I had the exchange below with Ken Kaplan of the Libertarian Party - he has said would come to the River Edge Diner sometime.
-------- Begin forwarded message --------
Subject: Re: Libertarian Perspective
Date: 2/7/13 7:32:12 PM
From: "GUY GAROFANO"
To: [address removed]
I'm all for volunteerism - and when it comes to things like feeding people I agree its preferable to government action. I also agree that private indiviuals and businesses should not be rewarded for making bad decisions, etc.
But to say there can't be any governent involvement at all in recovery efforts makes no sense to me. Take New Orleans - can anyone reaonably argue that the port of new orleans is a "local" issue? Or that only the private sector should be involved? The port is vital to our national economy, foreign trade, etc. I find it hard to believe that the Founding Fathers would argue with that.
I was corresponding with someone from the 10th Amendment Society recently. I very much believe in federalism , state's rights, etc. But I asked this person if he thought much of the Federal storm aid was unconstitutional - he said "Absolutely". I then asked him if states and localities could recover sufficiently without Federal aid, his answer - "Of course not". So there is a perfect example of ideology colliding head on with reality.
On Thu, Feb 7, 2013 at 2:29 PM, [address removed] wrote:
I missed seeing this when you sent it, and just accidentally came across it in my unread mail. Voluntary efforts are always preferable to government action, and the outpouring of short term support for Sandy victims demonstrated that voluntarism works (I myself spent some time in a Hillside foodbank making baloney and cheese sandwiches), but I respect the role of government in creating and maintaining infrastructure. Beyond that, and I felt the same way about New Orleans, it is not the government's job to subsidize and reward bad decisions at the expense of all taxpayers. People who build and live close to the ocean need to assume the risks that go along with that. Yes, there may be great benefits in normal times, but they must pay the price for that, by building higher and stronger, or further from the shoreline, or insuring against the loss. The market will enforce the making of more sensible decisions, by refusing to insure stupid ones, or only doing so at prohibitive prices.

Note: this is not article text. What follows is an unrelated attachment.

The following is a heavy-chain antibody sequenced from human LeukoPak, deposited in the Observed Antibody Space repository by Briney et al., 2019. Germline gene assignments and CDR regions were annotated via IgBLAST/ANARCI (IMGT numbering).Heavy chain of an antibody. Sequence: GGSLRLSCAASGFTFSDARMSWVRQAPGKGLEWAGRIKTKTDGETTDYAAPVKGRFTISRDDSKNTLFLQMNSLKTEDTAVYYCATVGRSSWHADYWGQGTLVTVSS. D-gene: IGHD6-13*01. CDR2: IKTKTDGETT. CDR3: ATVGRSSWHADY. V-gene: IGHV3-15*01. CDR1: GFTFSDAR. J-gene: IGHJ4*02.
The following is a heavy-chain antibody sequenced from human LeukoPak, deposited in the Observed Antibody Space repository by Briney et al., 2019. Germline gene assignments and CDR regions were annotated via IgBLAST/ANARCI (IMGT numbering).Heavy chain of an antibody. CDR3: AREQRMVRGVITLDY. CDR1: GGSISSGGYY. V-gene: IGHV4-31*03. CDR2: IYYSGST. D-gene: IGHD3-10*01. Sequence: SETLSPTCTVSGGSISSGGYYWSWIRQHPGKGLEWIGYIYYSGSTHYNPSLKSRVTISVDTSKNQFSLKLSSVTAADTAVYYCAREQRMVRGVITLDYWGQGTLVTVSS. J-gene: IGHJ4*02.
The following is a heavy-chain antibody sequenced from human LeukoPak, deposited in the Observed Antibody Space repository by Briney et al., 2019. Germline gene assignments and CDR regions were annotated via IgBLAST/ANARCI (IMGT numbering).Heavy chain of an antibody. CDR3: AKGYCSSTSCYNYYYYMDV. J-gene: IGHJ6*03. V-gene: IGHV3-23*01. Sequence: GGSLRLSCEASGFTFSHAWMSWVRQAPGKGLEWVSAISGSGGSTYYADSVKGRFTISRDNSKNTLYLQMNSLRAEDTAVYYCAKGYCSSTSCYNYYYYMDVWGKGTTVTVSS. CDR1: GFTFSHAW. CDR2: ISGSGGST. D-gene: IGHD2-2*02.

Maybe In a message dated 12/9/[masked]:51:06 A.M. Eastern Standard Time, [address removed] writes:
Hi Ken, its Guy from Lincoln Park again. I wanted to get your perspective on disaster relief aid, in light of Hurricane Sandy, etc. Its awfully hard to make the case for less government to people after a disaster like that. From my point of view there is no doubt that private charities can do a better job than FEM when it comes to supplying food, clothes, etc. But then you get into housing (long term), and repairing infrastructure, etc. I think there is some role for government to play - at least when it comes to repairing roads, bridges, etc. Do you agree? Pewrsonally I think local and state governments should do alot of the things that the Feds do now. But what happens when towns and states are so devastated (and financially broke)? Is there some role for the Federal Government to play? I say yes - maybe FEMA as constituted should not exist, but there the Feds should play some role, if needed. Hope to get your thoughts, thanks,
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